A primary takeaway from a new study commissioned by CMT indicates that men and women are both open to hearing more female artists at country radio, and in addition, listeners simply want to hear great songs regardless of the singer’s gender.
CMT’s Senior Vice President of Music Strategy Leslie Fram hosted a panel discussion to launch the CMT Equal Play initiative on Tuesday night in Nashville. Following introductions, researcher Sam Milkman of Coleman Insights debunked the idea that women don’t want to hear women on radio.
“Listeners themselves tell us they don’t have any preference, one way or the other, even though radio is playing a lot more men than women,” he stated.
Indeed, a majority of listeners reported that they hear more men on country radio, but 53 percent of the audience doesn’t have a gender preference. “Across the board, country fans said, ‘I don’t care who sings the song, as long as it’s a good song,’” stated Jessica Lichtenfeld from Coleman Insights.
Furthermore, Lichtenfeld indicated that 28 percent of country listeners would listen more if women were more spotlighted at radio, while 11 percent would listen less. Fifty-six percent of respondents said they would listen the same amount.
Dr. Jada E. Watson conducted a study that found a consistent thread of 10 percent representation of women. She revealed that women received one-tenth of all daily spins, annual airplay, Top 20 songs, Top 10 songs, and songs of year-end charts at country radio.
In addition, she pointed out that women represent only 4.2 percent of daytime country airplay, rising to 5.9 percent in evenings and overnight. She suggested that if female artists were better represented in call-out testing, there would be more balanced playlists at radio.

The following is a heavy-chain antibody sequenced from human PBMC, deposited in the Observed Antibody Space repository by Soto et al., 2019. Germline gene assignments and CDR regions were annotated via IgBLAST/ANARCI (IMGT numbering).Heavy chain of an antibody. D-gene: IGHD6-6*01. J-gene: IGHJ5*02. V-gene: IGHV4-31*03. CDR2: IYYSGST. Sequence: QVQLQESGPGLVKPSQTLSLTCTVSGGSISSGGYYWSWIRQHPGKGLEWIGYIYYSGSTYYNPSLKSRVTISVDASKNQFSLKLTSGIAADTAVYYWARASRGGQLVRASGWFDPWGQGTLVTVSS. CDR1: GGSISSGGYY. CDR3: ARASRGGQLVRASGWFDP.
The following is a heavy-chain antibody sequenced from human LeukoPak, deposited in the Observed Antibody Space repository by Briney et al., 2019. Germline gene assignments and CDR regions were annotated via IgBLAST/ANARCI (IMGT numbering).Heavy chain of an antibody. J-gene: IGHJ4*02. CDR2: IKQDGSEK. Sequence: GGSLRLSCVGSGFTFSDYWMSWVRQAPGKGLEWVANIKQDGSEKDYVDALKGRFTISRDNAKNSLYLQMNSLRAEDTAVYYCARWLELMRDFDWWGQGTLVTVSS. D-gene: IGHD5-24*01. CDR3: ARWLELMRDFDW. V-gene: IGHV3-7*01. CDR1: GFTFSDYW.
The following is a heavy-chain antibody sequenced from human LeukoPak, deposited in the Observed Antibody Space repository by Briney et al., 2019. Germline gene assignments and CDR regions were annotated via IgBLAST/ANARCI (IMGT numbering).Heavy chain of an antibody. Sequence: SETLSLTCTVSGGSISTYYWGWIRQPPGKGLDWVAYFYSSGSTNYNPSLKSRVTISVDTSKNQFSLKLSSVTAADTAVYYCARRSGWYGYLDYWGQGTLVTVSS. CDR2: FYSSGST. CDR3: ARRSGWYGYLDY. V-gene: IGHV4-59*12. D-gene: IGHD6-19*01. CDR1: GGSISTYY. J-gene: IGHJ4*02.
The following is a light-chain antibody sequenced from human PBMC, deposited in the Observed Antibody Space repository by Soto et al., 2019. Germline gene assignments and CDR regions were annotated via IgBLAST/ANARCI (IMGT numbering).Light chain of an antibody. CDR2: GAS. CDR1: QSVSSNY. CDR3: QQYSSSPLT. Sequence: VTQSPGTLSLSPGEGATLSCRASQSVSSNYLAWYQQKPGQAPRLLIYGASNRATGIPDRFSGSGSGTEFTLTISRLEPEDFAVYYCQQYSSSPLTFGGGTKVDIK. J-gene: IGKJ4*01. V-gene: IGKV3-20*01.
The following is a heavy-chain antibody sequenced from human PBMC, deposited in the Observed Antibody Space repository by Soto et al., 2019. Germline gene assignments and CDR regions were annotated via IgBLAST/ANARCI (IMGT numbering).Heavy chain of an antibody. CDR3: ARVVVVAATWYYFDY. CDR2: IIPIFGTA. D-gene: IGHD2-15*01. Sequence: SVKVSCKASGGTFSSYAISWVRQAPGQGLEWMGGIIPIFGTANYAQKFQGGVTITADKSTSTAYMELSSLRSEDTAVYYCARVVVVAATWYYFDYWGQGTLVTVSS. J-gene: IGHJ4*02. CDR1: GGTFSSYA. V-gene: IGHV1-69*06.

Along with Dr. Watson, CMT Radio personality Cody Alan called for more recurrent tracks by country’s legacy female artists, such as Martina McBride and Reba McEntire, to reach gender parity. Alan has pledged equal play for men and women on his program, CMT Radio Live.
Music publisher Mike Molinar of Big Machine Music noted that female country songwriters are finding success in 2019, represented on five of the six No. 1 singles so far this year. He observed that significant consumption on Spotify and other services does not always correlate with country airplay. In other words, fans are actively consuming singles like Maddie & Tae’s “Die From a Broken Heart” on streaming services, even though chart traction is minimal.
Warner Music Nashville Executive VP, A&R, Cris Lacy spoke about building the careers of female artists on that label’s roster such as Ingrid Andress, Gabby Barrett, and Ashley McBryde. Lacy revealed that the label has offered record deals to up-and-coming female artists and been turned down.
However, she added, “We’re like the majority – we don’t have gender preference. We just want great music. We want artists who have an incredible story to tell, who have a unique voice, who are insanely talented, and that’s what we sign, male or female.” Lacy shared the opinion of the panel that songs need to go up the charts faster, in order to make room for more songs and to build a touring base for new artists.
She also told the industry crowd that it’s hard to find songs for female artists because most writers with publishing deals are trying to make money, and thus writing songs for men because that’s what’s going to get played and generate revenue. She issued a call for action for labels and managers to pitch songwriting demos with male voices to their female artists as well.
“Women are fascinating!” she concluded. “I mean, that’s what is so crazy about all of this, is that women are so interesting. We have so many stories to tell. … They’re so open with their feelings and they’re so honest, that it’s heartbreaking that this is a piece that’s missing when we shut them out.”
Lede Image: Jessica Lichtenfeld and Sam Milkman, Coleman Insights; Leslie Fram and Cody Alan, CMT; Dr. Jada Watson; Mike Molinar, Big Machine Music; Cris Lacy, Warner Music Nashville